Presentation on Syringe Exchange in Newark, New Jersey

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  • 1. NJCRI’s Project AccessThe Newark Syringe Exchange Program
    Bob Baxter, Director
  • 2. New Jersey has the highest rate of HIV due to injection drug use (IDU).
    Approximately 40% of the 71,812 individuals identified as being infected with HIV are IDUs.
    Hepatitis and HIV remain prevalent in IDUs.
    Blinded studies in drug treatment programs indicate infection rates of 50% - 90% in injection heroin users.
    Why Exchange Syringes?
  • 3. Harm Reduction seeks to minimize the harm caused by injection drug use.
    It is based on the principle “one new syringe for each injection.”
    It attempts to reach people “where they’re at.”
    Principles of Harm Reduction
  • 4. Precontemplation (Not yet acknowledging that there is a problem behavior that needs to be changed)
    Contemplation  (Acknowledging that there is a problem but not yet ready or sure of  wanting to make a change)
    Preparation/Determination (Getting ready to change)
    Stages of Change
  • 5. Action/Willpower (Changing behavior)
    Maintenance (Maintaining the behavior change) and
    Relapse (Returning to older behaviors and abandoning the new changes)
    Stages of Change (Cont…)
  • 6. action
    Stable behaviour
    Stages of change model
  • 7. In 2007 New Jersey became the last state to liberalize access to syringes without a prescription.
    Syringe Exchange Programs (SEPs) are totally anonymous, no identifying information is collected.
    SEPs are pilot programs and only allowed in six cities.
    History of NJCRI’s Project Access
  • 8. In 2007 the City of Newark applied to the state to open a Syringe Exchange Program.
    NJCRI secured private funding and received permission from the City of Newark to open NJCRI’s Project Access.
    Project Access opens on February 19, 2008.
    Initial goal was to enroll 175 clients.
    History of NJCRI’s Project Access (Cont…)
  • 9. Present enrollement is approximately 1,300 clients.
    Funding has been secured from six foundations including:
    Comer Foundation
    Diamond Fund
    Health Care Foundation
    NJ AIDS Partnership
    M.A.C. AIDS Foundation
    Tides Foundation
    History of NJCRI’s Project Access (Cont…)
  • 10. Presently budgeted at $120K per year.
    No local, state, or federal money is provided to NJCRI’s Project Access.
    Some funding was one-time only or start-up. Future foundation funding remains uncertain.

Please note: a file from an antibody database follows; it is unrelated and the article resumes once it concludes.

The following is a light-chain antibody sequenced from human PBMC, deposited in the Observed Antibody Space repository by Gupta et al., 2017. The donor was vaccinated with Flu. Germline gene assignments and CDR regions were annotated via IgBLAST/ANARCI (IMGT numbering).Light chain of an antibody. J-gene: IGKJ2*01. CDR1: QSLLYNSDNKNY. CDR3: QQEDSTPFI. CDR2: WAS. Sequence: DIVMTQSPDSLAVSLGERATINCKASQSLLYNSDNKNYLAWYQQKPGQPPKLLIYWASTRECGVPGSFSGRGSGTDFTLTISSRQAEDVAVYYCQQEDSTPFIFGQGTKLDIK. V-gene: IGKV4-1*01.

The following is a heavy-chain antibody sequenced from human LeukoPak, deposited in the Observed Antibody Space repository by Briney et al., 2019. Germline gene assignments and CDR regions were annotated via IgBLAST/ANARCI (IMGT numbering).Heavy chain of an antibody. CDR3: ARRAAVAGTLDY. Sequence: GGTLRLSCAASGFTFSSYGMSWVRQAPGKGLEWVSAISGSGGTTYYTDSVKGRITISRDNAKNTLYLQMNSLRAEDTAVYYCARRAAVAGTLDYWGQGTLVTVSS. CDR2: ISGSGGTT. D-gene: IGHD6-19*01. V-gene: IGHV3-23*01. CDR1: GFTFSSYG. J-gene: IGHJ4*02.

History of NJCRI’s Project Access (Cont…)
  • 11. Average client age is 40.
    Majority of clients are African/American.
    Sixty percent are male.
    Most clients are from Newark, Irvington, East Orange, etc.
  • 12. Significant numbers of suburban youth are accessing the program.
    Approximately 30% of NJCRI’s Project Access clients request and are referred to drug treatment.
    Results (Cont…)
  • 13. Restrictions on the use of Federal money to support Syringe Exchanges have been lifted. However, at present the Federal government is not funding SEP activities.
    State money maybe provided in the future.
    An evaluation report has been sent to the governor recomending funding and removal of the pilot designation for SEPs.
    Future of NJCRI’s Project Access
  • 14. Reputable studies indicate that SEPs lessen the risk of infection with hepatitis and/or HIV.
    These same studies show no increase in injection drug use in localities with SEPs.
    SEPs serve as gateways to drug treatment, HIV counseling and testing, social services and medical services.
  • 15. SEPs are cost effective. Syringes cost approximately 0.08 cents each.
    Treating a single AIDS patient with hugely expensive drugs, and occasional hospitalization, now costs between $300,000 and $600,000 on average, according to the latest studies (Star-Ledger 11/12/09). Therefore, if Project Access prevents one case of HIV per year, it pays for itself many times over.
    Summary (Cont…)
  • 16. Bob Baxter, Director
    393 Central Avenue
    Newark, NJ 07103
    (973) 483-3444 x 132
    Contact Information